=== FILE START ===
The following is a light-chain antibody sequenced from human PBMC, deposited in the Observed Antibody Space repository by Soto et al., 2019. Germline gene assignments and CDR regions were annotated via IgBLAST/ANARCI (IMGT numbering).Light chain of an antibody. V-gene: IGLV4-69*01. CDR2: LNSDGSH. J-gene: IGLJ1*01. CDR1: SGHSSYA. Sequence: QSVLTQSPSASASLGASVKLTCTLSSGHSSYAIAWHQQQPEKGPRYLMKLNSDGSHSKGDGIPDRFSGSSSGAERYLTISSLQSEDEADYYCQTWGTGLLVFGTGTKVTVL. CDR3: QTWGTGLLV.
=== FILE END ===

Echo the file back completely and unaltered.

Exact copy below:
The following is a light-chain antibody sequenced from human PBMC, deposited in the Observed Antibody Space repository by Soto et al., 2019. Germline gene assignments and CDR regions were annotated via IgBLAST/ANARCI (IMGT numbering).Light chain of an antibody. V-gene: IGLV4-69*01. CDR2: LNSDGSH. J-gene: IGLJ1*01. CDR1: SGHSSYA. Sequence: QSVLTQSPSASASLGASVKLTCTLSSGHSSYAIAWHQQQPEKGPRYLMKLNSDGSHSKGDGIPDRFSGSSSGAERYLTISSLQSEDEADYYCQTWGTGLLVFGTGTKVTVL. CDR3: QTWGTGLLV.